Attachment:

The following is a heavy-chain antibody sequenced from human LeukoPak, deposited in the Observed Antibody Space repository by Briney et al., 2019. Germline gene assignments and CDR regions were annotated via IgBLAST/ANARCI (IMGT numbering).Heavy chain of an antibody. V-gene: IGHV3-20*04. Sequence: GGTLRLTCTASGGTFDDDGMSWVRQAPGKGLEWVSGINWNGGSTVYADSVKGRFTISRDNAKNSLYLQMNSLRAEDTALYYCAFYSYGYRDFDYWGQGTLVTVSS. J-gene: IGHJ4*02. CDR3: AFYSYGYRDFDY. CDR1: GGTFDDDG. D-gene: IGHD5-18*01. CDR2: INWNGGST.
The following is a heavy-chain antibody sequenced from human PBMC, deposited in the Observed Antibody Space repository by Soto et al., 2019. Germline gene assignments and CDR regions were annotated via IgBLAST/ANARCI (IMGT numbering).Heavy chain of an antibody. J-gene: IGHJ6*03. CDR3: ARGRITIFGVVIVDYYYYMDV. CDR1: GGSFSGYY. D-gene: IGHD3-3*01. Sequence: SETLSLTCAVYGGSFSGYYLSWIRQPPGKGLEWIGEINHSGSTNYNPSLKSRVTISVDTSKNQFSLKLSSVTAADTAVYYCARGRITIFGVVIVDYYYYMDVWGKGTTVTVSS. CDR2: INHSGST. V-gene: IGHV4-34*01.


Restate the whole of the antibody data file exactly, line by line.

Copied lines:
The following is a heavy-chain antibody sequenced from human LeukoPak, deposited in the Observed Antibody Space repository by Briney et al., 2019. Germline gene assignments and CDR regions were annotated via IgBLAST/ANARCI (IMGT numbering).Heavy chain of an antibody. V-gene: IGHV3-20*04. Sequence: GGTLRLTCTASGGTFDDDGMSWVRQAPGKGLEWVSGINWNGGSTVYADSVKGRFTISRDNAKNSLYLQMNSLRAEDTALYYCAFYSYGYRDFDYWGQGTLVTVSS. J-gene: IGHJ4*02. CDR3: AFYSYGYRDFDY. CDR1: GGTFDDDG. D-gene: IGHD5-18*01. CDR2: INWNGGST.
The following is a heavy-chain antibody sequenced from human PBMC, deposited in the Observed Antibody Space repository by Soto et al., 2019. Germline gene assignments and CDR regions were annotated via IgBLAST/ANARCI (IMGT numbering).Heavy chain of an antibody. J-gene: IGHJ6*03. CDR3: ARGRITIFGVVIVDYYYYMDV. CDR1: GGSFSGYY. D-gene: IGHD3-3*01. Sequence: SETLSLTCAVYGGSFSGYYLSWIRQPPGKGLEWIGEINHSGSTNYNPSLKSRVTISVDTSKNQFSLKLSSVTAADTAVYYCARGRITIFGVVIVDYYYYMDVWGKGTTVTVSS. CDR2: INHSGST. V-gene: IGHV4-34*01.